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New law adopted on overseas NGOs

Updated: 2016-04-29 03:16
By CAO YIN (China Daily)

New law adopted on overseas NGOs

A child attends an Earth Hour activity in Shanghai in March calling for environmental protection. The event was started in 2007 by the WorldWide Fund for Nature, an environmental NGO. [Photo/CHINA DAILY]

China adopted its first-ever law on overseas NGOs on Thursday to facilitate their legal operations on the mainland but to combat any activity that might harm national security.

The 54-point law, passed at the bimonthly session of the top legislature, clarifies the registration process, operational rules and liabilities of overseas NGOs, as well as measures for their operations in China.

The law, which takes effect on Jan 1, requires all overseas NGOs operating in China to be registered and regulated by central or provincial-level police authorities, a stipulation that has caused concern among some NGOs over whether their operations and activities will face restrictions.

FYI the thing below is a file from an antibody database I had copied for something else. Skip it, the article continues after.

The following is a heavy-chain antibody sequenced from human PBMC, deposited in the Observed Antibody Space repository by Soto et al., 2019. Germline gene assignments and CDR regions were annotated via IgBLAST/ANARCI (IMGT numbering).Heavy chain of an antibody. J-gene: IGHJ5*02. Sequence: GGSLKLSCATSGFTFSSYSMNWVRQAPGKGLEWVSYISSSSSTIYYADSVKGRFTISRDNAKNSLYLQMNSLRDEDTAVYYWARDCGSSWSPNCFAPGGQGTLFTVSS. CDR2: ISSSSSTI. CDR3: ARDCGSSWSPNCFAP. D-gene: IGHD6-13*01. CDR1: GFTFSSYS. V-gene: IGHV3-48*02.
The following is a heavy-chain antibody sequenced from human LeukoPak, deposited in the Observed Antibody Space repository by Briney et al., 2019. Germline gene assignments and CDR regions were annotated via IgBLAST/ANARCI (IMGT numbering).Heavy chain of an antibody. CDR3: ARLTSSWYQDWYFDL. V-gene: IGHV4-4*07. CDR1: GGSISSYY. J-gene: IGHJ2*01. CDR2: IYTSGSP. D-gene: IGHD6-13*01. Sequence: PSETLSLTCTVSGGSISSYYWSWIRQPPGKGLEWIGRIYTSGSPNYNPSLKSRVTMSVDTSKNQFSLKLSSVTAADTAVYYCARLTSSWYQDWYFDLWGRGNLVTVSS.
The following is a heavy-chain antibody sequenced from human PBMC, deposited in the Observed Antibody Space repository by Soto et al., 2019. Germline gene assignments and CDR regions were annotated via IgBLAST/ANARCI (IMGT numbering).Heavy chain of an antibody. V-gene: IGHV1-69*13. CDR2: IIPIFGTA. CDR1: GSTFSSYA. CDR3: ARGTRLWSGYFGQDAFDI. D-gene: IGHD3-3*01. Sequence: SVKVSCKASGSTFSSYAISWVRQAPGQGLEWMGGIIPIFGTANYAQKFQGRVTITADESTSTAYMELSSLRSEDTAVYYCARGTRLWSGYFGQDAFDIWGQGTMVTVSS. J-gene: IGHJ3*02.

"Such worries are totally unnecessary if they follow Chinese laws," said Zhang Yong, deputy director of the Legislative Affairs Commission of the Standing Committee of the National People's Congress. He said overseas NGOs have made a great contribution to China's development.

There is no specific figure on how many overseas NGOs are in China. Chinese media have estimated there are more than 6,000, and most are engaged in environmental protection, education and poverty relief efforts.

The adopted law includes many changes to the previous draft version. For example, the earlier draft required exchanges between Chinese and foreign colleges, hospitals, and science and engineering research institutes, but the adopted version exempts this.

The law also removes the restriction limiting each NGO to a single office on the mainland, but the number and locations must be approved by regulatory authorities.

Guo Linmao, a member of the commission, said the rights of NGOs will be fully protected, but those that break China's laws will be punished accordingly. "A very limited number of overseas NGOs have conducted activities in China that harm our national security or interests," he said.

Behavior that damages China's territorial integrity, regime and people's interests is defined as harming state interests, he said.

The new law gives police the authority to talk with representatives of overseas NGOs and ask them not to conduct such activities, or even blacklist or deport them. If they are found to have broken China's Criminal Law, they are also subject to criminal punishment.



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